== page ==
Wednesday, February 20, 2013

Sonnets From The Portuguese

Elizabeth Barrett Browning's Sonnets From The Portuguese might be her most famous work.  It contained the poem of hers I was most familiar with, Sonnet 43:

How do I love thee? Let me count the ways. 
I love thee to the depth and breadth and height 
My soul can reach, when feeling out of sight 
For the ends of Being and ideal Grace. 
I love thee to the level of everyday's 
Most quiet need, by sun and candle-light. 
I love thee freely, as men strive for Right; 
I love thee purely, as they turn from Praise. 
I love thee with the passion put to use 
In my old griefs, and with my childhood's faith. 
I love thee with a love I seemed to lose 
With my lost saints!---I love thee with the breath, 
Smiles, tears, of all my life!---and, if God choose, 
I shall but love thee better after death.

I can see why it's her most famous.  The collection is brilliant, but Sonnet 43 stands out among them.  She initially didn't want to publish this collection.  Her husband, Robert Browning (who the poems are about) encouraged her to do so.  He apparently said they were the best sonnets since Shakespeare.  Since my hubby thought I was reading Shakespearean sonnets, maybe he was right.

Another favourite for me was Sonnet 14:

If thou must love me, let it be for nought
Except for love’s sake only. Do not say
“I love her for her smile—her look—her way
Of speaking gently,—for a trick of thought
That falls in well with mine, and certes brought
A sense of pleasant ease on such a day”—
For these things in themselves, Belovèd, may
Be changed, or change for thee,—and love, so wrought,
May be unwrought so. Neither love me for
Thine own dear pity’s wiping my cheeks dry,—
A creature might forget to weep, who bore
Thy comfort long, and lose thy love thereby!
But love me for love’s sake, that evermore
Thou may’st love on, through love’s eternity.

I think her take on love is pretty modern and refreshing. I didn't know about the darker quality of Browning's "love" poems until I read the first one.  It certainly grabs you, as love gets a "death grip" on you.  I loved the unexpected end of the first Sonnet.  I looked up some information about it online (without spoiling anything for myself.)  Sonnet XVIII has a morbid way of bestowing a token of love (giving a lock of hair that was the last place your mother kissed you before she died.)  I found Sonnet XXXII relateable because it talked about insecurity in a relationship; something everyone feels at one time or another, I believe.  I'm not sure I like the final Sonnet in the collection.  It's not as passionate as some of the others. Maybe because it comes after How do I love thee; that's a tough comparison.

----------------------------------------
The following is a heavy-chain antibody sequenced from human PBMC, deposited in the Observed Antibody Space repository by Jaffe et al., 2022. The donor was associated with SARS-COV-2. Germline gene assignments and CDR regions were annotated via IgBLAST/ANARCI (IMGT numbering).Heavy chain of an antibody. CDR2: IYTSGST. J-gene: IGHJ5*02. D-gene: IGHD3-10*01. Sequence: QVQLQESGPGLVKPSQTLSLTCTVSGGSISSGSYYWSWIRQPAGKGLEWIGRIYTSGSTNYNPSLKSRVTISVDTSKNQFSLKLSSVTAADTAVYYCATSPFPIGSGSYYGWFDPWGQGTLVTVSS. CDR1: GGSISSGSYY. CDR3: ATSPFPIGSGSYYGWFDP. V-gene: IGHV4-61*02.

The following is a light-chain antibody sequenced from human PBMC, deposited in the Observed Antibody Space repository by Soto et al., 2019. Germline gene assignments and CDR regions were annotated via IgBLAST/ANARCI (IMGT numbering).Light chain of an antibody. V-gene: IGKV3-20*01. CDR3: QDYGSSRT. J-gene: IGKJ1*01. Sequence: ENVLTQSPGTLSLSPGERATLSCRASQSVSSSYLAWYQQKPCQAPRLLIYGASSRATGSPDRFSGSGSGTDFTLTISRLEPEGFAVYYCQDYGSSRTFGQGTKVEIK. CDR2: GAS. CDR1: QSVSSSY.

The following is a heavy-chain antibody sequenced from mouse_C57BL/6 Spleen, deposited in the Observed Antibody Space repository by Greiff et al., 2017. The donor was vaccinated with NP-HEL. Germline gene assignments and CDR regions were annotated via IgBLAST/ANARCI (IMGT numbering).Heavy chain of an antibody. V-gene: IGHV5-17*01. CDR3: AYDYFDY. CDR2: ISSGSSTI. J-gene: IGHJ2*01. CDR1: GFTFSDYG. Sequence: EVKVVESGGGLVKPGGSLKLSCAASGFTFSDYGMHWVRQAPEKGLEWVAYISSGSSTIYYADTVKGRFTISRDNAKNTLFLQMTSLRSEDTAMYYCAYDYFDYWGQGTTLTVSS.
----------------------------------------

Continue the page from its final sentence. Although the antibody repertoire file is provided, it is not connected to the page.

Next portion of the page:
I'm really glad I downloaded an ebook with no introduction.  I haven't been liking introductions lately.  I find that too often, they either give away part of the plot/spoil the ending or they tell you how you're supposed to react to whatever it is you are about to read.

I have to admit, though, I'm not as much a fan of Browning's self-deprecating poems, which are most of the first quarter of the sonnets.  There's a lot of "I'm not worthy of this man".  I suppose I can relate to the feeling of "I can't believe I'm so lucky" as I am married to an amazing man.  I guess, I like the love has gripped me idea more.  (Not that the poems aren't lovely.)

I haven't read a lot of poetry since I left University.  I took classes on poetry, changing how I looked at poems.  I can be overly analytical.  The last couple years, however, I've been allowing myself to enjoy poetry without having to dissect every single syllable.  I thoroughly enjoyed Sonnets From The Portuguese.  I look forward to reading more by Browning and more poetry.

This counts as #2 for the Classics Challenge!  Yay!


  1. Great review! Yes, I thought and experienced the same you relate when reading these amazing poems.

  2. Forgot to subscribe.